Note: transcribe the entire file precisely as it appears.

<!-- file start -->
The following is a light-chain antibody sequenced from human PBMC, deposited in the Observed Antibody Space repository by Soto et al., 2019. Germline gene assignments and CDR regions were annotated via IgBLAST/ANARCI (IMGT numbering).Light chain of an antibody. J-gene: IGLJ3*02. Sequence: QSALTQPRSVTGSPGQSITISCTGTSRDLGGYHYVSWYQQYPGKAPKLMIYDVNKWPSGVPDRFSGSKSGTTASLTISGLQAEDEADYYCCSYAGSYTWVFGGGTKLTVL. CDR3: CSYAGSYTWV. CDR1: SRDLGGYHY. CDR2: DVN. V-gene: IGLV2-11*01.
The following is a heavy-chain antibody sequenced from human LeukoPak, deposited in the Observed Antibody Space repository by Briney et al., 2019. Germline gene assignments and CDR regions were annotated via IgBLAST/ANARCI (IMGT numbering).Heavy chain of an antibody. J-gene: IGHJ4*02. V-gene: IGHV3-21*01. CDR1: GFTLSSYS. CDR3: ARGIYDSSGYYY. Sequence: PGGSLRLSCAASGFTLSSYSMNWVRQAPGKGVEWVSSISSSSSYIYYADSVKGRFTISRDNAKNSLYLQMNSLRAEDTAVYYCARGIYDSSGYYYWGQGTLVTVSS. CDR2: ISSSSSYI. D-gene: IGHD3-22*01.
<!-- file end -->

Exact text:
The following is a light-chain antibody sequenced from human PBMC, deposited in the Observed Antibody Space repository by Soto et al., 2019. Germline gene assignments and CDR regions were annotated via IgBLAST/ANARCI (IMGT numbering).Light chain of an antibody. J-gene: IGLJ3*02. Sequence: QSALTQPRSVTGSPGQSITISCTGTSRDLGGYHYVSWYQQYPGKAPKLMIYDVNKWPSGVPDRFSGSKSGTTASLTISGLQAEDEADYYCCSYAGSYTWVFGGGTKLTVL. CDR3: CSYAGSYTWV. CDR1: SRDLGGYHY. CDR2: DVN. V-gene: IGLV2-11*01.
The following is a heavy-chain antibody sequenced from human LeukoPak, deposited in the Observed Antibody Space repository by Briney et al., 2019. Germline gene assignments and CDR regions were annotated via IgBLAST/ANARCI (IMGT numbering).Heavy chain of an antibody. J-gene: IGHJ4*02. V-gene: IGHV3-21*01. CDR1: GFTLSSYS. CDR3: ARGIYDSSGYYY. Sequence: PGGSLRLSCAASGFTLSSYSMNWVRQAPGKGVEWVSSISSSSSYIYYADSVKGRFTISRDNAKNSLYLQMNSLRAEDTAVYYCARGIYDSSGYYYWGQGTLVTVSS. CDR2: ISSSSSYI. D-gene: IGHD3-22*01.